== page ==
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FREE THE ART WORLD
Free The Art World is an initiative to change traditional attitudes about art. Its premise is that visual art is good for society and that, like books, owning art is an ideal way to maximize the enjoyment, growth and change that it can foster.
The normal or ideal trajectory for an artist is to become increasingly popular and recognized. Over time prices rise which means their work can only be owned by the most financially successful people, businesses and institutions on the planet. The trajectory for their work is towards greater exclusion. This seems normal because art has always been this way but the absurdity of this belief system is apparent when we imagine it being applied to books, music, design and fashion. In fact, that's what all those arts used to be like. Fashion is the most recent art to go mainstream. Until Fashion TV and instagram, fashion was a mysterious and exclusive club like the art world today. Books you have to go back to the days before the printing press when only Kings and the Church could afford a large collection, not that it really mattered since most people could not read anyway. (hmm, the parallels with visual art today are pretty amusing)
Free The Art World aims to subvert the traditional luxury system that equates quality with price and remove the stigma of mass production. It would be so crazy if we thought mass producing books was uncool yet that is precisely how the art world thinks about art. The only mass production allowed is merchandise and even that should follow the luxury model of limited edition drops, hopefully with accompanying instagrammable, hypebeast hysteria. They never give art the dignity of books, which sometimes benefit and nourish over generations. The better the art, the less likely you will ever get to see it in person and certainly never own and live with it.
How It Works
This is different from affordable art fairs which basically reproduce the same tired system of rarity and limited edition. Its the rarity and limited editions that are the problem. If the work cannot be mass produced and if it cannot scale then it is not freeing the art world. it also has to be available after the artist is dead. So it must be able to be produced by assistants. This is where today's luxury is a great model. That industry is adept at making millions of exceptional quality items. Imagine if art was mass produced with the standards of luxury but the pricing of knockoffs. Its totally doable, its just a matter of will, which seems to be fairly non-existent in the art world.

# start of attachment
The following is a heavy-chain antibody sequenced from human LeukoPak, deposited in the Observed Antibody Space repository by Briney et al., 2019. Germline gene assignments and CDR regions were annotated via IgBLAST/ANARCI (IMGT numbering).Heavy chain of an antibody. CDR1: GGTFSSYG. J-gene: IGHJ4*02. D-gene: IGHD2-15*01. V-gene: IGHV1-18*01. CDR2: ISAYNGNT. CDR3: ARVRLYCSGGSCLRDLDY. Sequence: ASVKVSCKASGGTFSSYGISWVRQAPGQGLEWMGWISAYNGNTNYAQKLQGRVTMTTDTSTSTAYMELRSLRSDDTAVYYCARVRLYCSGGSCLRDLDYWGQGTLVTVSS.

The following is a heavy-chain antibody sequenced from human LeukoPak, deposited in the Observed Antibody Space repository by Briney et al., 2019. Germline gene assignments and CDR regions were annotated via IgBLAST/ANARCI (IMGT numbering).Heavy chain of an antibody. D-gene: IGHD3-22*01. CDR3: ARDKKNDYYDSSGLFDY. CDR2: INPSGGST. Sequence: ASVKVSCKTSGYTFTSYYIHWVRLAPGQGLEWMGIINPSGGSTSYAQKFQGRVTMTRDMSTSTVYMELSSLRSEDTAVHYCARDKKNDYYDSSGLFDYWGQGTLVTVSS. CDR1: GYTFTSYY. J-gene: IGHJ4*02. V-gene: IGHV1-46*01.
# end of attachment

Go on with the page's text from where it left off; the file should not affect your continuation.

Ultimately this is only going to work if some of the major contemporary artists embrace this which they will if they believe it will not destroy their unique and rare markets.
i’m trying to disrupt who gets to own art and how its consumed. the traditional art world tried to disrupt what was considered art.
You can barely make out the initial life is great. Its been erased - painted over - and the new version printed on top. The backwards text represents the backwards, traditional attitudes in the art world towards mass production. Originally this was inspired by Robert Rauschenberg's Erased de Kooning, a famous conceptual work that questioned what an art work is. Today we know that anything can be art so the question is no longer if something is art. Today the question is whether this art is any good? This is up to you to decide. Does this work fail because its mass produced or is it high enough quality that you might see at a top art fair if it was produced in more restricted quantities and cost more?
In fashion, haute couture is the highest level of clothes-making. Its meant to be elitist; its an arena where designers can explore the most extreme levels of artistry, craft and materials. It isn't there to dress the world, but to show it fashion’s wonderful capabilities.
In my art world, coutür is most similar to orthodox contemporary art. The work is conceptual, and it could be fabricated by assistants. The process is complex, difficult and time consuming. coutür is not about art for everyone, its about taking plenty of time and resources to create something extreme, and necessarily, rare.
These are life-size paintings of state-of-the-art business jet windows, fabricated using a proprietary technique. Its photorealism meets impressionism, made with sprayed auto paint, acrylic and house paint. House paint references the humble origins of conceptual art.